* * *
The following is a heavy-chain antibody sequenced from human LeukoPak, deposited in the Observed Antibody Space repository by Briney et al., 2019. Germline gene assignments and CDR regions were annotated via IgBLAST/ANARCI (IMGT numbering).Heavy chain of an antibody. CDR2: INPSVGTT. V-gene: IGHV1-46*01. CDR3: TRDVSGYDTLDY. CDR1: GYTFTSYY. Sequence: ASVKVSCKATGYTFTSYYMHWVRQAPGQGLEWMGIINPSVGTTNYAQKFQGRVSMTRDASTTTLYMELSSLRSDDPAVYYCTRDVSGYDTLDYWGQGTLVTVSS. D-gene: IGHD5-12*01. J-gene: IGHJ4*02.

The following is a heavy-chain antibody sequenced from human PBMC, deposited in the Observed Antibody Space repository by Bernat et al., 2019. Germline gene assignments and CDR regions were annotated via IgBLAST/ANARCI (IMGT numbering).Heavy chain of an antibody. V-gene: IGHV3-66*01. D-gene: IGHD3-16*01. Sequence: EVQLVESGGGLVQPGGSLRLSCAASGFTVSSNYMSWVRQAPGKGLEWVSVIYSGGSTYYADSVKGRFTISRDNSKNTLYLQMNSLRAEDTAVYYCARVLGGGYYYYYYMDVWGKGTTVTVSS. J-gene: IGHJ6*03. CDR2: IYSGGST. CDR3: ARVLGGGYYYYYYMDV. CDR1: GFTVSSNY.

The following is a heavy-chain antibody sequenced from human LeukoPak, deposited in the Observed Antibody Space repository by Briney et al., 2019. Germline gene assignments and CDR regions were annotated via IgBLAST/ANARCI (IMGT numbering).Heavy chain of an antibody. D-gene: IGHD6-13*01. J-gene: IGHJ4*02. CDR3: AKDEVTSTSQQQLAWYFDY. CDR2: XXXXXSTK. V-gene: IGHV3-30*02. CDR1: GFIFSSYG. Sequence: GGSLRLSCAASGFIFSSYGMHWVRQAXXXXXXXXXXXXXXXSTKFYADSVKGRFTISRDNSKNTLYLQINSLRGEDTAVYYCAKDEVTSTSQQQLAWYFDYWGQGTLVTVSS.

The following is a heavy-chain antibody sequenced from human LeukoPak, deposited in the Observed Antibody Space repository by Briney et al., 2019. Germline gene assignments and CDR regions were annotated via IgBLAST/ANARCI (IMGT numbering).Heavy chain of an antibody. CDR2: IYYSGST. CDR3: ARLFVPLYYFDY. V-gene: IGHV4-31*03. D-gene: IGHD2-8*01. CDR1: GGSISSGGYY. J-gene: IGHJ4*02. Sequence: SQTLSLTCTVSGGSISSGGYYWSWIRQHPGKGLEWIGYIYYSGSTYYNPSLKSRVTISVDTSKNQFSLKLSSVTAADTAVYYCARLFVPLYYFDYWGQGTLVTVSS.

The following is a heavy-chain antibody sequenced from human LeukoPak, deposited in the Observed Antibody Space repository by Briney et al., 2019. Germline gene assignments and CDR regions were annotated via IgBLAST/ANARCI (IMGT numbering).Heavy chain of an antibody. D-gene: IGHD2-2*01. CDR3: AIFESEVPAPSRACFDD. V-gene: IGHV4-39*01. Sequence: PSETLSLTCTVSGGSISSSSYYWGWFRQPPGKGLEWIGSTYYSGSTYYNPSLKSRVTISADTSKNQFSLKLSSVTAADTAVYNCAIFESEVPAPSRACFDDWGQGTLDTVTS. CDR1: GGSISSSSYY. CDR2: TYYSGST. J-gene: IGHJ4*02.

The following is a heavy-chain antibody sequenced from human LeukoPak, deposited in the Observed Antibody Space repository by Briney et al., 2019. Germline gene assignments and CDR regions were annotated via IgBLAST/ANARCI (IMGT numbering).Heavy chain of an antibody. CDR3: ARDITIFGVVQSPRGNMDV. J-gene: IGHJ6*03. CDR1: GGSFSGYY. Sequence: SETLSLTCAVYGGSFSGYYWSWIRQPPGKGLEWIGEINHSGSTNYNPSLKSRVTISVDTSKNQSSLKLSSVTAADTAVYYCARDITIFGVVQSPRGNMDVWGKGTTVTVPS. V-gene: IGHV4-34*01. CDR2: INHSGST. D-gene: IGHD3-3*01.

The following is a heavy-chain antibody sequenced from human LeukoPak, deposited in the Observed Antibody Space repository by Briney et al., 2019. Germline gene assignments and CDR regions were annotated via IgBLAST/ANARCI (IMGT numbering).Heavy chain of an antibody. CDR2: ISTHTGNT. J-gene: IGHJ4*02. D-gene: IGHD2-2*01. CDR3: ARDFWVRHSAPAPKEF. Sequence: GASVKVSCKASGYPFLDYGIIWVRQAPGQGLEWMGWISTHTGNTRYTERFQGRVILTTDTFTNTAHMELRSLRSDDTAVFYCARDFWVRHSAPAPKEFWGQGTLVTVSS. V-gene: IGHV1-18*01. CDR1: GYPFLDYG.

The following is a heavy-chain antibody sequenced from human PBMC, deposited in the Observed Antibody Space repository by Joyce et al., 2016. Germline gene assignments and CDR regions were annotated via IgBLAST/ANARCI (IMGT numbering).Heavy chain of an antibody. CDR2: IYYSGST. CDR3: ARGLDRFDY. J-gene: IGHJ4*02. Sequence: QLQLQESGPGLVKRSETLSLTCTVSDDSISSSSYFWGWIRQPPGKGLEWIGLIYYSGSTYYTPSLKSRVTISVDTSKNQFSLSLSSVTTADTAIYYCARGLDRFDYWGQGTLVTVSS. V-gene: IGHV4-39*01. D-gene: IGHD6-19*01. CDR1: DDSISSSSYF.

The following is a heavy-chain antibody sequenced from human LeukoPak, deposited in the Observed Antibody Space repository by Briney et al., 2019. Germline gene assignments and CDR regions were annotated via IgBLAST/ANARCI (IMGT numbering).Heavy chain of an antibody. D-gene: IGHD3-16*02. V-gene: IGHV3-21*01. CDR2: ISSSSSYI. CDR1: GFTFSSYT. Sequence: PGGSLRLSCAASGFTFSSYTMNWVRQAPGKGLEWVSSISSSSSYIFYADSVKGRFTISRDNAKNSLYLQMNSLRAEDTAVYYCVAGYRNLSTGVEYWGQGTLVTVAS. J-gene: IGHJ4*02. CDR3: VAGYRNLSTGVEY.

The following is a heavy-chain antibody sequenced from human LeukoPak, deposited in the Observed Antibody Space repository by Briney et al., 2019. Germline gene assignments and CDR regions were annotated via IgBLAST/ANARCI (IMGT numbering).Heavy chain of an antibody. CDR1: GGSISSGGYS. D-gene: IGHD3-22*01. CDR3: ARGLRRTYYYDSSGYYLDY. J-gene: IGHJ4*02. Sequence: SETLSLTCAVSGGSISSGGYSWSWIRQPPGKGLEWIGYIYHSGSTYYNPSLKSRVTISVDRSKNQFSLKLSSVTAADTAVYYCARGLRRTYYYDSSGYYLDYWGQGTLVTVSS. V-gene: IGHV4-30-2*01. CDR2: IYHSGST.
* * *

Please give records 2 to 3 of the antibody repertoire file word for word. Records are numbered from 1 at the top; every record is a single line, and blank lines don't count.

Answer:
The following is a heavy-chain antibody sequenced from human PBMC, deposited in the Observed Antibody Space repository by Bernat et al., 2019. Germline gene assignments and CDR regions were annotated via IgBLAST/ANARCI (IMGT numbering).Heavy chain of an antibody. V-gene: IGHV3-66*01. D-gene: IGHD3-16*01. Sequence: EVQLVESGGGLVQPGGSLRLSCAASGFTVSSNYMSWVRQAPGKGLEWVSVIYSGGSTYYADSVKGRFTISRDNSKNTLYLQMNSLRAEDTAVYYCARVLGGGYYYYYYMDVWGKGTTVTVSS. J-gene: IGHJ6*03. CDR2: IYSGGST. CDR3: ARVLGGGYYYYYYMDV. CDR1: GFTVSSNY.

The following is a heavy-chain antibody sequenced from human LeukoPak, deposited in the Observed Antibody Space repository by Briney et al., 2019. Germline gene assignments and CDR regions were annotated via IgBLAST/ANARCI (IMGT numbering).Heavy chain of an antibody. D-gene: IGHD6-13*01. J-gene: IGHJ4*02. CDR3: AKDEVTSTSQQQLAWYFDY. CDR2: XXXXXSTK. V-gene: IGHV3-30*02. CDR1: GFIFSSYG. Sequence: GGSLRLSCAASGFIFSSYGMHWVRQAXXXXXXXXXXXXXXXSTKFYADSVKGRFTISRDNSKNTLYLQINSLRGEDTAVYYCAKDEVTSTSQQQLAWYFDYWGQGTLVTVSS.